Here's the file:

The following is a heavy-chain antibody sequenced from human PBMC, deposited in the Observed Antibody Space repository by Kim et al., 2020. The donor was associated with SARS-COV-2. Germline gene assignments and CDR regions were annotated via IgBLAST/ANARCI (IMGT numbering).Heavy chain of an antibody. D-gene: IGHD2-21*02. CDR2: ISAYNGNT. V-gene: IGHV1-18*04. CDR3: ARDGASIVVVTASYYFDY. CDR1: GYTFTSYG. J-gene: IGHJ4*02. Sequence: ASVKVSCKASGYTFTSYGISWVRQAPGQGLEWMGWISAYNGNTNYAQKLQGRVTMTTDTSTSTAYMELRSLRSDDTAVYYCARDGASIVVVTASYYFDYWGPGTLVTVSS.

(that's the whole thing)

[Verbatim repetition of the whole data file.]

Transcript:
The following is a heavy-chain antibody sequenced from human PBMC, deposited in the Observed Antibody Space repository by Kim et al., 2020. The donor was associated with SARS-COV-2. Germline gene assignments and CDR regions were annotated via IgBLAST/ANARCI (IMGT numbering).Heavy chain of an antibody. D-gene: IGHD2-21*02. CDR2: ISAYNGNT. V-gene: IGHV1-18*04. CDR3: ARDGASIVVVTASYYFDY. CDR1: GYTFTSYG. J-gene: IGHJ4*02. Sequence: ASVKVSCKASGYTFTSYGISWVRQAPGQGLEWMGWISAYNGNTNYAQKLQGRVTMTTDTSTSTAYMELRSLRSDDTAVYYCARDGASIVVVTASYYFDYWGPGTLVTVSS.